Joint Committee on Statutory Instruments Thirty-Ninth Report


First Memorandum by the Department for Education and Employment


1.  The Department would like to draw the attention of the Committee to article 4(1) of the Articles of Government, contained in Schedule 2 to the Regulations, authorising the Corporation to delegate powers to a committee or to the Chairman of the Corporation or to the Principal.

2.  The Department and the Committee have corresponded in the past on similar clauses (see for example the correspondence referred to in Appendix V of the Committee's Ninth Report of the Session 1995-96 in relation to the City of Sunderland College (Government) Regulations 1995 (S.I. 1995/3204) and in Appendix V of the Committee's First Report of the Session 1996-97, in relation to the City of Bristol College (Government) Regulations 1996 (S.I. 1996/1765)) and the Committee has questioned the vires of equivalent provisions.

3.  The Department remains of the view that the clause is intra vires, for the reasons previously stated, but would be happy to expand on any point if the Committee would find this helpful.

Second Memorandum by the Department for Education and Employment

(S.I. 1998/1332)

1.  This Memorandum responds to the letter from the Commons Clerk of the Joint Committee on Statutory Instruments dated 17 June 1998. The Committee has asked for a further memorandum on the following point.

    Paragraph 5 of Schedule 4 to the 1992 Act authorises an instrument of government or articles of government of a further education corporation to provide for the delegation of functions of the corporation to officers or committees. Since "express enactment shuts the door to further implication" [Whiteman v Sadler [1910] A.C. 514, 527 per Lord Dunedin], elaborate upon the Department's view (in relation to article 4(1) of Schedule 2 to the Regulations) that the Act impliedly authorises the corporation to delegate its functions to the principal. Further, explain why the Department does not agree with the view that if Parliament had intended to authorise delegation to the principal, it would have expressly said so, as it did in sections 125(2)(b) and 152(5)(b) of the Education Reform Act 1988.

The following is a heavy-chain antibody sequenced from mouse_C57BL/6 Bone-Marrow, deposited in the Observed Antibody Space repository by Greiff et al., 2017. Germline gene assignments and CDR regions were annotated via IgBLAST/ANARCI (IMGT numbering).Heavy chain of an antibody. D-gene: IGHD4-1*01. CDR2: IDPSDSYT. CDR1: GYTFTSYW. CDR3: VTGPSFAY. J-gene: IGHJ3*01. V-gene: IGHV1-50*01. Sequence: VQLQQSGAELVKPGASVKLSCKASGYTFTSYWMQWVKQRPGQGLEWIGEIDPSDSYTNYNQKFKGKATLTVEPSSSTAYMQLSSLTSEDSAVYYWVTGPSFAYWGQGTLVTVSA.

2.  A corporation has a separate legal existence to its members. As a legal body, a corporation cannot make decisions and act itself, but can only act through the minds and actions of individuals (be they members, officers or employees). A corporation can thus only exercise its functions through others. Subject to any provisions to the contrary, at common law a corporation carries out corporate acts by a majority of its members at a corporate meeting. Paragraph 9 of Schedule 4 to the 1992 Act provides for the delegation of functions of the corporation to officers or committees and in the Department's view is concerned with the internal management of the corporation — how it should act and become bound as a corporation. It is only concerned with matters which would otherwise have to be done by members of the corporation acting together and is therefore silent on the issue of delegation to employees or agents. There is thus no contravention of the principle referred to above, stated in Whiteman v Sadler.

3.  A statutory corporation can only act in accordance with its express statutory powers together with those that are necessarily incidental to its powers. In the Department's view a further education corporation would have the power to employ (and give functions to) staff including the principal, for example, even without the express reference in paragraph 11 of Schedule 4. Employing staff would be regarded as a necessary incidental of a corporation. There are many decisions that have to be made in the day to day running of any corporation including a further education college. It would not be practical for all these decisions to be made by the corporation in its corporate assembly or by a committee or officers of the corporation. In the Department's view it is therefore implicit that the corporation can delegate functions to servants and agents, including the principal, through whom it must transact its business. Delegation to the principal is thus necessary for the practical functioning of the corporation. The corporation would remain responsible for the functions carried out by the principal pursuant to any such delegation, and would have to supervise them (and reclaim them if necessary).

4.  Section 125(2)(b) of the 1988 Act provides that the functions of the board of governors and academic board of a higher education corporation may be delegated to committees, the chairman of the corporation or the principal. On the basis of the reasoning set out above it is the Department's view that the boards have an implied power to delegate in this manner even without an express provision for delegation, given that it cannot have been the intention that the board of governors should take every decision in relation to the institution. Section 152(5)(b), drafted in similar terms, was repealed by the 1992 Act (see section 93(2) and Schedule 9). Similar provision was made for institutions maintained by local education authorities by section 85 of the 1992 Act. In the Department's view it is pertinent that there is no express provision for delegation by the governing body in section 85. The Department considers that this is because the implied power to delegate to staff is recognised and not because the 1992 Act was intended to limit the powers of these governing bodies.

22nd June 1998

previous page contents next page

House of Lords home page Parliament home page House of Commons home page search page enquiries

© Parliamentary copyright 1998
Prepared 13 July 1998